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    This proves nothing except that Verizon has at least 3 Mbit/s of spare download bandwidth.

    Verizon has always said it had enough total capacity from a large region to the Internet to handle Netflix. The dispute has always been what happens after Netflix's transit providers reach the limits of pre-existing agreements.
     
  25. Jagger100

    Jagger100 [H]ardness Supreme

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    IF Verizon or Comcast wants to look at it that way, I want my cable bill to drop 50% tomorrow and forever. I'm paying for a full fetch. I'm paying for 'shipping'. Imagine Netflix shipping me a toaster and I pay USP ground shpping for $6 and then UPS picking it up from Netflix and refusing to deliver unless Netflix pays them $6 too. It would be fair if I paid then $3 and Netflix $3.

    But that's not what is happening here.
     
  26. Wierdo

    Wierdo [H]ard|Gawd

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    So when someone adds an extra hop on Verizon's network to go to the same place, the speed magically goes up ten-fold? Nice try.
     
  27. RealityCrunch

    RealityCrunch [H]ard|Gawd

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    It's the magic of the inta-tubies!
     
  28. SLee

    SLee Gawd

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    It's exactly what you would expect to happen when Netflix's transit providers that it uses to connect to Verizon are full while the transit providers used by the VPN to connect to Verizon are not.
     
  29. SLee

    SLee Gawd

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    And in addition to that, should Netflix use the same transit provider as the VPN that those Verizon Netflix users who are able to get that route will also have the boosted performance even without the VPN tunneling, or at least until the connection reaches full utilization.

    Whether Verizon has enough spare capacity through all transit providers and CDNs that connect to it to handle all Netflix traffic, we'll never know since Netflix has entered into a direct peering agreement.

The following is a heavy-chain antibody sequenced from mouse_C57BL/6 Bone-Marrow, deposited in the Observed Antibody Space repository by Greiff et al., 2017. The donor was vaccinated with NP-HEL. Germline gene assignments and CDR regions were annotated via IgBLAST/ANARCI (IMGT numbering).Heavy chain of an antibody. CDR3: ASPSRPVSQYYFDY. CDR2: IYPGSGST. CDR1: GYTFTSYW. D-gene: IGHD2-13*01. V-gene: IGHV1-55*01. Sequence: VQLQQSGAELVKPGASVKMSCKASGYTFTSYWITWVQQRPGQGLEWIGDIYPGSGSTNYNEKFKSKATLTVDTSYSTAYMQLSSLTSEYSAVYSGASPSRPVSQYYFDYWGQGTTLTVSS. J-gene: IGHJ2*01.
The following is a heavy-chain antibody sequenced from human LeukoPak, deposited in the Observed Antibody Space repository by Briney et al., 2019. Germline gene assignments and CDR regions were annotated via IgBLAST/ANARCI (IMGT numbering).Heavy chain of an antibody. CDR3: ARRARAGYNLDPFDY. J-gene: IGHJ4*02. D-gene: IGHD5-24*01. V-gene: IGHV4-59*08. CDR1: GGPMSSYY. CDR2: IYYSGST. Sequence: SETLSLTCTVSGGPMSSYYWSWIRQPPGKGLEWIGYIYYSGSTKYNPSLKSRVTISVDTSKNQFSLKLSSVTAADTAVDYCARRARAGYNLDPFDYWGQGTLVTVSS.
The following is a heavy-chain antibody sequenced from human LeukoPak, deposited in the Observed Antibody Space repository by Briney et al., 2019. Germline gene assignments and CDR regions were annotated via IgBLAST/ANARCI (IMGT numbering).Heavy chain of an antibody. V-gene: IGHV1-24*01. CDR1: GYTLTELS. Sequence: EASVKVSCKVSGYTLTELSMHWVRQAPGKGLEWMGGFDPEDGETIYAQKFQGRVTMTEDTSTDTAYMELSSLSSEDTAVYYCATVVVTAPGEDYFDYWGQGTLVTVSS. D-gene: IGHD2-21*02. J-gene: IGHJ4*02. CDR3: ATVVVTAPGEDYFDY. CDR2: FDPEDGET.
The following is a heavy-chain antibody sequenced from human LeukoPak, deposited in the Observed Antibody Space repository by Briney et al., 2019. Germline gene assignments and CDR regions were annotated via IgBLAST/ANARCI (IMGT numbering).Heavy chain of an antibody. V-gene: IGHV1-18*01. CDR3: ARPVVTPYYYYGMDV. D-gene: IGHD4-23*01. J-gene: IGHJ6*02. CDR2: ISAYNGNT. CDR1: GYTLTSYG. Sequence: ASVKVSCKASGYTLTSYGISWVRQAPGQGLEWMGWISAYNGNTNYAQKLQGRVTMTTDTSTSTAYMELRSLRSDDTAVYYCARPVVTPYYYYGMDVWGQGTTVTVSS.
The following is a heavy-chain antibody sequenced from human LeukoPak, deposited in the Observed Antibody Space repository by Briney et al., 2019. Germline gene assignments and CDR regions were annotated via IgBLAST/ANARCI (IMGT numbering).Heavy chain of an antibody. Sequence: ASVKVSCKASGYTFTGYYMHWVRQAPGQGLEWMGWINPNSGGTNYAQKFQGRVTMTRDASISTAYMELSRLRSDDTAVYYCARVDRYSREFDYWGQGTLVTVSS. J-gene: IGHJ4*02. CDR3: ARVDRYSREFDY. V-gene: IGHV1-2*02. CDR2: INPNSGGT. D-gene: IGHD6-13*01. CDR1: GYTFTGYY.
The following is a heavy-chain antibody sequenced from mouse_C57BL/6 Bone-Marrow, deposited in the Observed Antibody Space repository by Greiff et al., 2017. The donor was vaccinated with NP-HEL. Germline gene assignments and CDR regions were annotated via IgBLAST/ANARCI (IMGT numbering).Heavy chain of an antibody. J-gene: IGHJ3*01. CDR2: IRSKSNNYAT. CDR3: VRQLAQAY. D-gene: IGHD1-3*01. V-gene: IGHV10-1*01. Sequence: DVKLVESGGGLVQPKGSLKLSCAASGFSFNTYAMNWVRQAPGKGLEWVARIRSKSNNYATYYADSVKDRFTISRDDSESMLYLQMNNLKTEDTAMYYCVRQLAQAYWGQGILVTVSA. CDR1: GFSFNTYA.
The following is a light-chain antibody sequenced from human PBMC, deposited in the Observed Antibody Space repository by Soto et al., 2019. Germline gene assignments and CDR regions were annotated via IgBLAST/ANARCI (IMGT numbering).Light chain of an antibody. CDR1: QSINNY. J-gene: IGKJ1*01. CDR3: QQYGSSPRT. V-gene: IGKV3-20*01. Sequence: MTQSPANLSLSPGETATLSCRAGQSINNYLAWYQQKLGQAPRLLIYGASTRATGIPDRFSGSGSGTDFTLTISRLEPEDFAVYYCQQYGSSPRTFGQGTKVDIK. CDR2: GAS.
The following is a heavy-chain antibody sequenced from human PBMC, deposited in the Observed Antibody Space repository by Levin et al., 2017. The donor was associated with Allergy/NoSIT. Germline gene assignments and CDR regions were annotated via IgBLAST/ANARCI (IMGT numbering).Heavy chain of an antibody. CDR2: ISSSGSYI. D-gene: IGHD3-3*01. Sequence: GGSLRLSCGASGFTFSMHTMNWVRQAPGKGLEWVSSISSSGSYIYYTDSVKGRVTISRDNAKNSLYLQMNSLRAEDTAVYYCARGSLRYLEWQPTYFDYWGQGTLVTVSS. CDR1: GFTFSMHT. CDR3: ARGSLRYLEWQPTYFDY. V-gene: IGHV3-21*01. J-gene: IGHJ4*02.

30. Wierdo

    Wierdo [H]ard|Gawd

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    So basically if Verizon doesn't know it's connecting to the same exact backbone due to a VPN then it'll all good, congestion magically fixed. So the bottleneck is indeed a matter of money. Thanks for explaining the obvious.
     
  31. SLee

    SLee Gawd

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    It's always been a matter of money, why else did Netflix shift away from paying CDNs like Akamai and Limelight that generally ensure that they had agreements in place guaranteeing the bandwidth they need, to setting up their own CDN using transit providers like Cogent and L3 that did not have the necessary agreements in place to ensure no congestion.
     
  32. Synful Serenity

    Synful Serenity [H]ard|Gawd

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    Can't wait for full-time uncompressed 4K streaming!! Oo....then I sure hope all the blu-ray doomsayers are wrong!
     
  33. Godmachine

    Godmachine [H]ardForum Junkie

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    Well as of recently my SuperHD streaming has been working great. So despite their bickering at least something works. I wish I could test 4K but I don't have a 4K screen at the moment..

    Still Its laughable to see Verizon blaming Netflix. I really just want all this bickering to be over. The FCC has already shown us how little it cares for our opinions and by having a former cable lobbyist as their current head. It seems like we are screwed for now.

    We will never have 4k streaming if ISPs are allowed a "Wild West" type situation where they have total unchecked freedom to dominate their consumers. But such an imbalance can't survive for long. It will require the people currently on the sidelines who don't feel this impacts them getting involved with the rest of us.

    What's funny though is my friend in Australia was telling me about how he has a 800k/300k connection he pays something like $130 US for each month with around 40GB cap. He doesn't live in an under populated party of the country but the ISP's there have a total choke hold on the industry without any Government interference. Now while I know it could get worse I seriously doubt that will happen here. But still if he exceeds his cap its basically $2 per GB... which is god damn highway robbery.

    Its sad that by the time this is all sorted out and the industry realizes that the Internet is not a luxury but a part of life that I'll be too old to really give a shit. I was there for the birth of the public internet but I'll probably be dead before I see it truly reach its potential..
     
  34. Wierdo

    Wierdo [H]ard|Gawd

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    FTFY. This is why Verizon needs to be split into a dozen companies.